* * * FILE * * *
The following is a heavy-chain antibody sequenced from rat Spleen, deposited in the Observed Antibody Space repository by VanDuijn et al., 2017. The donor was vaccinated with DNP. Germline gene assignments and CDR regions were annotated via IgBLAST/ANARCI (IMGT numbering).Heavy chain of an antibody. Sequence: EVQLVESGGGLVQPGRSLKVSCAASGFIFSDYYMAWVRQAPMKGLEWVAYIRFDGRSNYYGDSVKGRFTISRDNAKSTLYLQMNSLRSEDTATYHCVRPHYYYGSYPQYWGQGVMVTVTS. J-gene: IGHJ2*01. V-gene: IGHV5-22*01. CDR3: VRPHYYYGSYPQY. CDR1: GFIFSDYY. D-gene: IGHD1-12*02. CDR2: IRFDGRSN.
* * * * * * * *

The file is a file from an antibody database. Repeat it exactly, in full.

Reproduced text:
The following is a heavy-chain antibody sequenced from rat Spleen, deposited in the Observed Antibody Space repository by VanDuijn et al., 2017. The donor was vaccinated with DNP. Germline gene assignments and CDR regions were annotated via IgBLAST/ANARCI (IMGT numbering).Heavy chain of an antibody. Sequence: EVQLVESGGGLVQPGRSLKVSCAASGFIFSDYYMAWVRQAPMKGLEWVAYIRFDGRSNYYGDSVKGRFTISRDNAKSTLYLQMNSLRSEDTATYHCVRPHYYYGSYPQYWGQGVMVTVTS. J-gene: IGHJ2*01. V-gene: IGHV5-22*01. CDR3: VRPHYYYGSYPQY. CDR1: GFIFSDYY. D-gene: IGHD1-12*02. CDR2: IRFDGRSN.